Sounds like I'll be waiting until Oct. (for a couple of July babies).

MaryJane Butters, author of Milk Cow Kitchen ~ striving for the stoicism of a cow standing in the rain ~
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NellieBelle

11132 Posts


Posted - Aug 19 2021 :  07:17:16 AM  Show Profile  Reply with Quote
Yes, Estella is Darla's calf/cow. As fast as time flies by, we will be talking and sharing pictures of your babies in July before we know it, and wonder where the time went. I feel like we just started 2021 and here it is August already. Yes, fair time. Crazy. Next we'll be scooping snow. Enjoy the day!

To laugh is human but to moo is bovine. Author Unknown
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maryjane

7001 Posts


Posted - Aug 19 2021 :  8:25:20 PM  Show Profile  Reply with Quote
If you mark time by cow happenings, life seems much slower. Here's Rosetta in our head lock for the first time. You can tell she's pretty nervous about it (ignoring the grain she was enjoying only seconds before). Seems like forever ago she was born. Getting a calf to the point you have Estella is a long winding road.




MaryJane Butters, author of Milk Cow Kitchen ~ striving for the stoicism of a cow standing in the rain ~
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NellieBelle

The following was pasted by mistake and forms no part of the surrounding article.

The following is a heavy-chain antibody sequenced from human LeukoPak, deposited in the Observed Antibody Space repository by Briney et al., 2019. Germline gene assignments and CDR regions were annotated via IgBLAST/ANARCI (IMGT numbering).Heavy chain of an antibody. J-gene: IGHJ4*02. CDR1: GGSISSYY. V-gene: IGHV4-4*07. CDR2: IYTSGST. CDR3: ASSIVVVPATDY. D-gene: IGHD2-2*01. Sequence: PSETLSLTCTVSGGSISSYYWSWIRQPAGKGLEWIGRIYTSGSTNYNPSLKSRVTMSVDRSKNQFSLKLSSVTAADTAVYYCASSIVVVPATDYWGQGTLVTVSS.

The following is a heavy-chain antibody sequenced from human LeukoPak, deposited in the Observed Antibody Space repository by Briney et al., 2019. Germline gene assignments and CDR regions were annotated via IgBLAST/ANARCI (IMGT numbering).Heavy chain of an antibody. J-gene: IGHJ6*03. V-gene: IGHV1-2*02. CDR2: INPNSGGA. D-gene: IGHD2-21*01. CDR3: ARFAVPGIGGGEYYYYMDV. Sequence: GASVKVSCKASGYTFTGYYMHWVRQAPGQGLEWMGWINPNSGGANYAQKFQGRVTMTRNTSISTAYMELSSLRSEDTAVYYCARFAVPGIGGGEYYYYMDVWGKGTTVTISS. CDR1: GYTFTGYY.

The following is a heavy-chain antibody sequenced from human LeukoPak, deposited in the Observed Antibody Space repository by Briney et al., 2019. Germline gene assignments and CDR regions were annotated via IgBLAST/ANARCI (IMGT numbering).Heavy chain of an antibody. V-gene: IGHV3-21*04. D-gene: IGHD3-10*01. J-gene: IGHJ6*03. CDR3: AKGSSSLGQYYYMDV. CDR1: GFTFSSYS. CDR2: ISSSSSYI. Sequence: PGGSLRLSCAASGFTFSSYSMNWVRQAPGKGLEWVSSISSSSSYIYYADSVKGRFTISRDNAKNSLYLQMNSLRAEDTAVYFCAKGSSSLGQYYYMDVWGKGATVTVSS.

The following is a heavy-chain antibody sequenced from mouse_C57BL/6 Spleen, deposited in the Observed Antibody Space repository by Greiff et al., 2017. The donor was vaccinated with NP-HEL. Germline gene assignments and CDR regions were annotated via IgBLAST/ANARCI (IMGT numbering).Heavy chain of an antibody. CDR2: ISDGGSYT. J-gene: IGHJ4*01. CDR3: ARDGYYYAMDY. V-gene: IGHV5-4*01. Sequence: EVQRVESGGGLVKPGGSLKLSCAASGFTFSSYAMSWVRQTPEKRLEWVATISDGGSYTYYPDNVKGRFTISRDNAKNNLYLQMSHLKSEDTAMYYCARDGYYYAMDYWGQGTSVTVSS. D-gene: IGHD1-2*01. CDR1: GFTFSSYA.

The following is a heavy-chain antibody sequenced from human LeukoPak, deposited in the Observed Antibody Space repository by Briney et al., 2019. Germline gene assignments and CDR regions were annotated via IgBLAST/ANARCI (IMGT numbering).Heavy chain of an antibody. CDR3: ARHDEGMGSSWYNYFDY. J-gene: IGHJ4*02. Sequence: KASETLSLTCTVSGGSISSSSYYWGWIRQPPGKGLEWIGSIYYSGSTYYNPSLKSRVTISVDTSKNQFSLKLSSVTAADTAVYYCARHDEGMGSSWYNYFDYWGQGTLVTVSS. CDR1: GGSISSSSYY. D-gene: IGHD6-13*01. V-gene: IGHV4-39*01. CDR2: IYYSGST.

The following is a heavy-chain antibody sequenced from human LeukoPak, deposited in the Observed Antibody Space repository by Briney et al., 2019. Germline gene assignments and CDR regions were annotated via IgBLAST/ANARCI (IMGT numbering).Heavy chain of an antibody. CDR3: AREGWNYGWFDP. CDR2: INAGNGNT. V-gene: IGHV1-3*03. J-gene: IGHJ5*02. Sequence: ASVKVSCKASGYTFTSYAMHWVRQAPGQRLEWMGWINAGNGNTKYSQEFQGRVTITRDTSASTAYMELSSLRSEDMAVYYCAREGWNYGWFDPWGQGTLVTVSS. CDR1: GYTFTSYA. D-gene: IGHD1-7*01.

11132 Posts


Posted - Aug 20 2021 :  07:51:07 AM  Show Profile  Reply with Quote
Estella does really well in the stanchion. She is a little more nervous about it now that her calf is here, so we let him stand along side her, or like this morning he just laid down close by her until we finished milking. I just feel like I never have time for anything. I'm always doing something cow. AI'ing cows, milking cows, cleaning up after cows, taking care of the milk, keeping calendar of heat cycles, pregnant gestation dates... But it's by choice. We don't have to keep cows, but it seems my time flies and I really can't get over how quickly it passes. Then you add the four dogs and honey bees, chickens and all the chores and work that go along with those, and a day is gone in no time. And of course it's the little mishaps that pop up that can really make things crazy. So far we've survived. Too busy to do otherwise. I do relish the quiet peaceful mornings before things start up.

To laugh is human but to moo is bovine. Author Unknown
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maryjane

7001 Posts


Posted - Aug 20 2021 :  6:54:22 PM  Show Profile  Reply with Quote